Mudhoney

Luca Cimarusti: I was lucky enough to stake out a vantage point that allowed me to see Mudhoney, Cheap Trick, Primus, and Weezer all in a row, which was a pretty excellent discovery to make as Mudhoney kicked into a brutal, noisy cover of Black Flag's "Fix Me."

Cheap Trick were great, as expected—those guys are natural showmen. My only complaint about the set was the absence of the best-named drummer in the history of rock 'n' roll, Bun E. Carlos. The standard rock guy behind the kit did just fine (guitarist Rick Nielsen introduced him midset as his son Daxx), but how great would it have been to see old Bun up there, smashing away at "Surrender" on his six-piece Ludwig with three cigarettes in his mouth?

I was expecting Primus to come out swinging, like at their epic Woodstock '94 performance, but Sunday's set was pretty creepy and subdued. I think what brought out the band's eerie, sludgy side was drummer Danny Carey, best known from Tool, who was filling in for Tim "Herb" Alexander while he recovered from open-heart surgery. Herb was still at the show in some capacity, though: huge images of his face, which Claypool claimed were wired in live via satellite, looked out of the helmets of the two enormous inflatable astronauts that flanked the stage.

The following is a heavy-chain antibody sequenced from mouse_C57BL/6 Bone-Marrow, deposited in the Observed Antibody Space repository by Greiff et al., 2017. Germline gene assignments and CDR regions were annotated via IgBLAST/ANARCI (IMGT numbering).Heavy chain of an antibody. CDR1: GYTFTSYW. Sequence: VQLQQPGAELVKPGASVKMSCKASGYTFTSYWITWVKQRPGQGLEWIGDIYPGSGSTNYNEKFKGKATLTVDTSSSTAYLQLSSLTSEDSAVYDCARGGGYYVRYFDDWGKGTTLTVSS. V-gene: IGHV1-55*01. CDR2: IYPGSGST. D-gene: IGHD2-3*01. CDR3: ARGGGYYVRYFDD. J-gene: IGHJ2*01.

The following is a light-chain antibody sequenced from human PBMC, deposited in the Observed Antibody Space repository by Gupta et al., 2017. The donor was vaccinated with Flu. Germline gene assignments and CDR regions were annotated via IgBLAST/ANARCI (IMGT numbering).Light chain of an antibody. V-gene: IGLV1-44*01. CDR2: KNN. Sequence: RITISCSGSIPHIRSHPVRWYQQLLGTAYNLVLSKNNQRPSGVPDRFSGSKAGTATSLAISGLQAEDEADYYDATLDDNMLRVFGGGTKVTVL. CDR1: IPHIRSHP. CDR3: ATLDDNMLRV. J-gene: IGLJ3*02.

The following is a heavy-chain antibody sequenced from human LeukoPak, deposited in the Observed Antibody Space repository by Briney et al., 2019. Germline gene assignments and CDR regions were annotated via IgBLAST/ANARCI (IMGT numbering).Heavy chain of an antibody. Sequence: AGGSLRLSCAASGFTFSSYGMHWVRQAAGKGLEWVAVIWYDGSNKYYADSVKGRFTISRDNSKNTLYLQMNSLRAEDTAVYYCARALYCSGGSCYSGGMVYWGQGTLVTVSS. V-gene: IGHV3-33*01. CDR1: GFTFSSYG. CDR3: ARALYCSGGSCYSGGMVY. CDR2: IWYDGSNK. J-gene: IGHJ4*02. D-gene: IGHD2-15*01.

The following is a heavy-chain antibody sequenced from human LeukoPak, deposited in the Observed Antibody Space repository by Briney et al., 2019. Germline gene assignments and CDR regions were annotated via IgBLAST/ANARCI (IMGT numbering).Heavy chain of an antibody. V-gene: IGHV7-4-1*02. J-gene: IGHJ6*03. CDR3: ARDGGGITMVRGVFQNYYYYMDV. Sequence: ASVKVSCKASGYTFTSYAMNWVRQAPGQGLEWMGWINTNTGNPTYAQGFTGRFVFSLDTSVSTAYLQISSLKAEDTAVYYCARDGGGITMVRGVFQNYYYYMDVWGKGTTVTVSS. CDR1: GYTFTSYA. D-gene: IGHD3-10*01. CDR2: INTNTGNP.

Philip Montoro: Yesterday was my first visit to Riot Fest, not just this year but ever. (I know, I know. Hush now.) Tightly packed crowds make me tense, and honestly, I'm more of a World Music Festival guy—on Friday I went to see La Bottine Souriante at Millennium Park, where there was at least enough room in the aisles to keep myself warm by dancing.

I got to Humboldt Park in time to catch a few minutes of local MC ShowYouSuck—who carried on endearingly about how blown away he was to be playing Riot Fest—before backtracking to post up near the stage for Hot Snakes, one of my favorite rock bands ever. Their 50-minute set flew by, composed as it was nearly entirely of hooks, and they even played "XOX" (which they'd skipped at the Empty Bottle the previous night). Yes, I was the nerd wearing the suspiciously new T-shirt for the band he was seeing.